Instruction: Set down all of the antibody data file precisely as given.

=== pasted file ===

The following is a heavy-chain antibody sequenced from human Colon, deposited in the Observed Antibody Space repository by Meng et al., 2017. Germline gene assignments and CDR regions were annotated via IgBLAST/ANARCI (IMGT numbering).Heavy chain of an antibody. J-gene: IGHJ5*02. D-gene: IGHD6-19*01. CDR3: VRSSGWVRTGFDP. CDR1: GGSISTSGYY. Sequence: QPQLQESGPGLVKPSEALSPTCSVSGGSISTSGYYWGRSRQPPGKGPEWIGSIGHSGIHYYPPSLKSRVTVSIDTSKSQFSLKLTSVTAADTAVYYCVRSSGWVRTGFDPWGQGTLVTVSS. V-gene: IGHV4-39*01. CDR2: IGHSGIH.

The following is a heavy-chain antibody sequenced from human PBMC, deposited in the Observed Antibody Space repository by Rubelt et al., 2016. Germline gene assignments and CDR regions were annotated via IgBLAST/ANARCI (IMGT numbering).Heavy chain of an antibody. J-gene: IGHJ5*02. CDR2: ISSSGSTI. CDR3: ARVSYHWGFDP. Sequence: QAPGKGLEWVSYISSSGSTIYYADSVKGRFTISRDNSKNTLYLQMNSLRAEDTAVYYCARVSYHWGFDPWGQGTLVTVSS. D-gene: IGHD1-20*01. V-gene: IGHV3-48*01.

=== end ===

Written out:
The following is a heavy-chain antibody sequenced from human Colon, deposited in the Observed Antibody Space repository by Meng et al., 2017. Germline gene assignments and CDR regions were annotated via IgBLAST/ANARCI (IMGT numbering).Heavy chain of an antibody. J-gene: IGHJ5*02. D-gene: IGHD6-19*01. CDR3: VRSSGWVRTGFDP. CDR1: GGSISTSGYY. Sequence: QPQLQESGPGLVKPSEALSPTCSVSGGSISTSGYYWGRSRQPPGKGPEWIGSIGHSGIHYYPPSLKSRVTVSIDTSKSQFSLKLTSVTAADTAVYYCVRSSGWVRTGFDPWGQGTLVTVSS. V-gene: IGHV4-39*01. CDR2: IGHSGIH.

The following is a heavy-chain antibody sequenced from human PBMC, deposited in the Observed Antibody Space repository by Rubelt et al., 2016. Germline gene assignments and CDR regions were annotated via IgBLAST/ANARCI (IMGT numbering).Heavy chain of an antibody. J-gene: IGHJ5*02. CDR2: ISSSGSTI. CDR3: ARVSYHWGFDP. Sequence: QAPGKGLEWVSYISSSGSTIYYADSVKGRFTISRDNSKNTLYLQMNSLRAEDTAVYYCARVSYHWGFDPWGQGTLVTVSS. D-gene: IGHD1-20*01. V-gene: IGHV3-48*01.